600 YEARS OF BOOK COLLECTING, ISSUE 4: Astronomy & Mathematics — COMING SOON!!

Friday 7 February 2014

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issue 4The fourth issue of 600 Years of Book Collecting will be available for sale from the Main Library next Wednesday, the 12th of February. This issue, the first of this semester, looks at books from the Library’s collection which tell the story of “Astronomy & Mathematics ” at St Andrews. Scholars at St Andrews have been looking to the night sky since the 15th century, and the appointment of James Gregory in 1668 as the first Regius Professor of Mathematics at St Andrews established the University as a leading scientific institution. From early copies of Euclid’s Elements to the first CD-ROMs owned by the University, the University Library supplies the books, journals and electronic resources to further mathematical and astronomical investigation at within the University today.

Two-page spread from Issue 4 of 600 Years of Book Collecting, featuring the first edition of John Napier's Rabdologiae (TypBE.C17HN)
Two-page spread from Issue 4 of 600 Years of Book Collecting, featuring the first edition of John Napier’s Rabdologiae (TypBE.C17HN)

Astronomy & Mathematics ” features first editions of some of the greatest scientific and mathematic works to ever be published, many of which have been sitting on St Andrews’ shelves since they were published; including Karl Friedrich Gauss’s Disquisitiones Arithmeticae and Isaac Newton’s Principia. Also featured are works by two great St Andrean scientists, James Gregory‘s Optica Promota and John Napier‘s Rabdologiae.

Two-page spread from Issue 4 of 600 Years of Book Collecting, featuring Annie Cannon's The Henry Draper Catalogue & Extension (f QB4.H33)
Two-page spread from Issue 4 of 600 Years of Book Collecting, featuring Annie Cannon’s The Henry Draper Catalogue & Extension (f QB4.H33)

Each issue of 600 Years of Book Collecting features a full chronological listing of the entire series, and each issue also features a part of a visual timeline of the University Library’s history. This series brings together the clarity of modern design and the inherent beauty of the Library’s strongest asset — its books. At £3 each, these beautiful magazines are a beautiful introduction to the University Library’s holdings and a great way to get excited about the Library and the University of St Andrews, recently named Scottish University of the Year 2014.

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2 thoughts on "600 YEARS OF BOOK COLLECTING, ISSUE 4: Astronomy & Mathematics — COMING SOON!!"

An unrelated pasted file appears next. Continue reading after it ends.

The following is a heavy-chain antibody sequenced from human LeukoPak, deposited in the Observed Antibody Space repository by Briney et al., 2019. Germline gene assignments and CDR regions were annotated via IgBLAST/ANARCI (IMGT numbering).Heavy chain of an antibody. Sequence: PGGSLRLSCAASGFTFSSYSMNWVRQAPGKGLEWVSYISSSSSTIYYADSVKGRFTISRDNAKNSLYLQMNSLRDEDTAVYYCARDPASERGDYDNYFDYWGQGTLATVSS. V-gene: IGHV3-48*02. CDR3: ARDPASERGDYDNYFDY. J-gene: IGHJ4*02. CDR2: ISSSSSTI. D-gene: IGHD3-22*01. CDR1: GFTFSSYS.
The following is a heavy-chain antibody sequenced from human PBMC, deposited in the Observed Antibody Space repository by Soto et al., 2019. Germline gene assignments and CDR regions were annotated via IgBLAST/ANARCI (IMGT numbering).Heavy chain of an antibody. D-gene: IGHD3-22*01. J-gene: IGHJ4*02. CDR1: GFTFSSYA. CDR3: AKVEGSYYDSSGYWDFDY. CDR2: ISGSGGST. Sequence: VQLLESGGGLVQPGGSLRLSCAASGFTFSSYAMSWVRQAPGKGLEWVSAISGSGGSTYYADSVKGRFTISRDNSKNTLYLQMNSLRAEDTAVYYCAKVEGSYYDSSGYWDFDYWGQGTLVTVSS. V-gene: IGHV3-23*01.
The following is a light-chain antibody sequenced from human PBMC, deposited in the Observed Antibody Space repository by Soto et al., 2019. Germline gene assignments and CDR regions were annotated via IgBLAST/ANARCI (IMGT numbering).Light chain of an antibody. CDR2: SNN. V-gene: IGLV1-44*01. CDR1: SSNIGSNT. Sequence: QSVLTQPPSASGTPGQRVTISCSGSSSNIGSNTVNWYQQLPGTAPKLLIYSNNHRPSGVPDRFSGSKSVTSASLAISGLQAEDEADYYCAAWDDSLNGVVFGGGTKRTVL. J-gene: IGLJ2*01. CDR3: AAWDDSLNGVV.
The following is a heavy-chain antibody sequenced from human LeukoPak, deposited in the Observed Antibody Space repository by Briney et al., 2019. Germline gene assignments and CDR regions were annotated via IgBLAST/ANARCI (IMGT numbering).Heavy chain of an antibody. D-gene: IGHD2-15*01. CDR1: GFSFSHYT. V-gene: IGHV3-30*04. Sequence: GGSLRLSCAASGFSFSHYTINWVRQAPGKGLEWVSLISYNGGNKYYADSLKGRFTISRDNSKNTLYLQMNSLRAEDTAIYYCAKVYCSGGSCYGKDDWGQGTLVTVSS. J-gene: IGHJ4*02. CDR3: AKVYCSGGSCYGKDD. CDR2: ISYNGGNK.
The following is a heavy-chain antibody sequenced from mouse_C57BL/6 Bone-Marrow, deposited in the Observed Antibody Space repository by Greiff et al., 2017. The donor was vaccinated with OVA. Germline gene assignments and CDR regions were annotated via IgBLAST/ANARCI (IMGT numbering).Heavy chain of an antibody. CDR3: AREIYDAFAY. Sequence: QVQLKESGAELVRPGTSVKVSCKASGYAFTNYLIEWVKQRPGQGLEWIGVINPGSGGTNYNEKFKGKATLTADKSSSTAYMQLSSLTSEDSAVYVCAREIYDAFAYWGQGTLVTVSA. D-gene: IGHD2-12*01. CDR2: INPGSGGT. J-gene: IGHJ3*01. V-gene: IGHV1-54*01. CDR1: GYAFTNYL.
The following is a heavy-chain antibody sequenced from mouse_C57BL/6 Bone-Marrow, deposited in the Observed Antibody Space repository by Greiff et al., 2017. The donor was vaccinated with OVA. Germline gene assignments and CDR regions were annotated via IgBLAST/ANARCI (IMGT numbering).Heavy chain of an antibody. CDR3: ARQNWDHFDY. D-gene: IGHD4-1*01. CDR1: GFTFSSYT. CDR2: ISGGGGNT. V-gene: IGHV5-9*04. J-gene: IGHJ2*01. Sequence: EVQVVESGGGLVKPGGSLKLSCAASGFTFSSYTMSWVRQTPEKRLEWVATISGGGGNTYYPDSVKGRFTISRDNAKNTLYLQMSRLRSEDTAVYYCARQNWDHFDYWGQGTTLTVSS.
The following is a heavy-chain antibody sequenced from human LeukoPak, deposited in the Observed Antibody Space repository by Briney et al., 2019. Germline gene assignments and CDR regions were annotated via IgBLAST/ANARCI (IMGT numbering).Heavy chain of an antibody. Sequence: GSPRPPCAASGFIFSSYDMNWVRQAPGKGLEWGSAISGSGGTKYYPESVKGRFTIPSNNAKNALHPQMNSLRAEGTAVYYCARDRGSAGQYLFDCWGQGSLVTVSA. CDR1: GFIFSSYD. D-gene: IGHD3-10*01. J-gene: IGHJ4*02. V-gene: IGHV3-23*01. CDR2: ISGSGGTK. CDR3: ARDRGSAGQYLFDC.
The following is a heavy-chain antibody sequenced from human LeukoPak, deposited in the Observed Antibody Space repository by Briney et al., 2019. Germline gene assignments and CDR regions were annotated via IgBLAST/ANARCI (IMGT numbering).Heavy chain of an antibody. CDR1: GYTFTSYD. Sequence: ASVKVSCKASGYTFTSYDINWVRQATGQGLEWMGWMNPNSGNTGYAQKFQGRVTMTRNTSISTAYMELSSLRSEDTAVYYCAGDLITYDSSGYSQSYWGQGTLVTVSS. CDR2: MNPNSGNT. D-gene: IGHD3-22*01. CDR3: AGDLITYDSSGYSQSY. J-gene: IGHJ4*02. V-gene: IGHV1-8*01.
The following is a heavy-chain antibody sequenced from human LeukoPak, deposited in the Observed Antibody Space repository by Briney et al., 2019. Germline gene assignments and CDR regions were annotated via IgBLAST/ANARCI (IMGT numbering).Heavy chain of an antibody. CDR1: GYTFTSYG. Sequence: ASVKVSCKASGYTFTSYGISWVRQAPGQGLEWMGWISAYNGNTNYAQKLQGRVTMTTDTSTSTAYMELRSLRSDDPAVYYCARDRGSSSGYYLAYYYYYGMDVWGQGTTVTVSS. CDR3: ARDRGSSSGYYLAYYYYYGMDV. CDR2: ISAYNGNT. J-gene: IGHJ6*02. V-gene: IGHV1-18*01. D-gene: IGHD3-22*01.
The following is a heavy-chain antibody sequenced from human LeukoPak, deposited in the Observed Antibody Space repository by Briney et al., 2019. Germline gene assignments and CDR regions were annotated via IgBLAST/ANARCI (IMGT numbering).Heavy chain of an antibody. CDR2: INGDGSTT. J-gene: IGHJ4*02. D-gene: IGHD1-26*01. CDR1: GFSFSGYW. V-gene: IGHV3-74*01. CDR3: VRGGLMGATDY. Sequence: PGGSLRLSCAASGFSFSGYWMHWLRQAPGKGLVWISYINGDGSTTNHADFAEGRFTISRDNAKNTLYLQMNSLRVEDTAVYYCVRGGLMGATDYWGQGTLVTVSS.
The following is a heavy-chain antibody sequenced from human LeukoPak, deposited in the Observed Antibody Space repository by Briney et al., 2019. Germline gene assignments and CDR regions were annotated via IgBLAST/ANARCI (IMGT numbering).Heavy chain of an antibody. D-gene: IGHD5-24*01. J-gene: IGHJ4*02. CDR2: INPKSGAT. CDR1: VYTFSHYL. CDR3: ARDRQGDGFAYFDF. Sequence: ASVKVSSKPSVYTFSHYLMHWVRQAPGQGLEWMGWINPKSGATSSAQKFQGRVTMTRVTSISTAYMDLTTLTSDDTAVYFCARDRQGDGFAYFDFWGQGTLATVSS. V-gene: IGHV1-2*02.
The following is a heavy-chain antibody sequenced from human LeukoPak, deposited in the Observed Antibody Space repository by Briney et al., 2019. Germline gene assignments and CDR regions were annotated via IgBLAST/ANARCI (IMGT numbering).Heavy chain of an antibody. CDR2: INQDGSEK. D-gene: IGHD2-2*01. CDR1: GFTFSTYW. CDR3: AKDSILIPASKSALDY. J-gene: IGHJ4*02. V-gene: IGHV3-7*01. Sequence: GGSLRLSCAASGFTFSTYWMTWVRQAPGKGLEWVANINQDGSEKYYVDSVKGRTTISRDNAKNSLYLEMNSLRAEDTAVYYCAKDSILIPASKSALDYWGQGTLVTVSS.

• juliamelvin1
    Friday 7 February 2014, 12.05pm

    Dear Librarians I am enjoying this series enormously. Today's budget reminded me of a beautiful book in my possession and exhibited in MUSA a couple of years ago. Lockyer's Solar Physics. was given as First Prize, in the Department of Physics to Principal Irvine, when he was a humble undergraduate in 1897. Professor Butler was the Prof. This prize, like other St Andrews prizes of that time, is bound in heavy calf, and stamped with a gold impression of a seal that is not one of the Papal Bull seals, - so I don't recognise it . The fact that it professes to be a popular account of the physical constitution of the sun tells us something of the difference between the prevailing seriousness of latter 19th century and our times. It would not be considered popular today; and yet I would guess it was indeed written for the non-specialist. James Irvine was pushing himself through a degree in Chemistry in record time, at the same time as holding down his job as Assistant to Professor Purdie in the Chemistry Department. Nevertheless, pencil markings inside the book, a weighty volume of 676 pages, show that he had read it. Interest in the solar system was considered of popular interest in the latter 19th century. Perhaps, however, television programmes no matter how facile may arouse a new interest in scientific subjects. Forgive me for expressing my interest. And thank you again. Julia Melv

  • St Andrews Special Collections
    St Andrews Special Collections
    Friday 7 February 2014, 4.34pm

    Thanks for this, Julia! We have several prize books in our collection given by the University around that time period. If you'd ever like to bring yours in for comparison I'm sure we could get a few out.


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